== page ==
Friday, November 18, 2011

Rock, Hard Spot Part Two

Buddie Pic
 If you haven't read Part One, you might want to get caught up.

Sunning in the garden

Well, I thought I had a direction for Part Two, but the anonymous comment (who are you oh thou who has been following me for years? :-) made me want to respond.  But I'm not ready to answer the questions yet, because ... I'm not there yet.  To put this out there is really very difficult for me, because I miss them so much still, and I admit it - I feel guilty.  I felt uncomfortable writing sometimes, because I used to write about them ALL the time, and for me to continue to do that, without being very clear with the truth...  I did not want to explain over and over again - it's hard.

 I used to blog about the dogs more than any other subject.  I've got over 3,000 pictures of them in the computer.  They used to have quite the following, too.  They talked, and I transcribed.  A group of us used to chat about them on Delphi, way back when.  Anyone who knows me can tell you how much I loved my dogs.  Jeremy, Cindy, Theresa, Ben, Paul, Michael, Kathy, Cheryl, Steve, and everyone in the apartment building where I used to live in Idaho. Hell, I even had to fight City Hall one time in order to keep them, since one was allowed only 2 dogs when within city limits.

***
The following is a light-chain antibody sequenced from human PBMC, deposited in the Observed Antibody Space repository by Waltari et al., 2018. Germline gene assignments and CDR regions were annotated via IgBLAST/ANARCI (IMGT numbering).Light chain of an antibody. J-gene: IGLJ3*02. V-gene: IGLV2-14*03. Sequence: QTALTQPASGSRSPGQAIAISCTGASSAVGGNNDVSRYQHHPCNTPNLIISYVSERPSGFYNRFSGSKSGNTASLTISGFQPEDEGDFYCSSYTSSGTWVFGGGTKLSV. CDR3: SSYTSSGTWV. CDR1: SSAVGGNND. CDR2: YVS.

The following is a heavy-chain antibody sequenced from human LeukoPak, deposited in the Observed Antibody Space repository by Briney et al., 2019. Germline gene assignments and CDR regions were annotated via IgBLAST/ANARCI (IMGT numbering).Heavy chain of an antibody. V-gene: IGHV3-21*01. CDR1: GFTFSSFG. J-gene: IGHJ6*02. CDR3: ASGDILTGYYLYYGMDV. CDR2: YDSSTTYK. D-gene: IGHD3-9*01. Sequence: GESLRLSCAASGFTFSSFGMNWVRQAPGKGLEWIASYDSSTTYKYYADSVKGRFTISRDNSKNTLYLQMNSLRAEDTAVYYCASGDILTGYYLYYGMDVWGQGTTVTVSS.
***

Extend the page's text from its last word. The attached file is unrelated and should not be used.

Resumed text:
They came to me shortly after my son moved out, so they filled up that empty nest thing going on.  They were hell on wheels for the first 2 years, but eventually, they bonded with me, and they did that thing that dogs do - that unconditional love thing.

I loved to watch them together.  They were so close and so in tune with each other.  I have a series of pictures I've been wanting share, but couldn't until I get this post done, cause I knew I'd get asked how were the dogs doing.  And I dreaded answering that question. 

Ohhhh Ben....
Muttin was a she-devil thru and thru.  She was a liar and a thief with no conscious what-so-ever.  She would get in trouble and either stare me in the eyes, talk back, or let Jeffrey take the blame.  He had enough guilty conscious-ness for the both of them!  He'd hang his head in shame, even tho he hadn't done anything.  She's been known to slap a boyfriend, and her meaning couldn't have been more clear.  We were laying on the bed, and he'd given her a slight tap on the nose for licking him, and she sat still, staring at him, while he tried to talk to me.  Her staring was a bit un-nerving tho.  Finally, when he looked away from her, she reached out her little paw and slapped his hand right back. And then ran away!  It was the running away that killed me - she KNEW she'd be in trouble.  It was sooo funny and soooo cute, and it was obvious she was saying "Don't you slap me, BUD".  And she said "bud" in a drawn-out way, like Buuudud.

Her favorite position - looking down at Jeffrey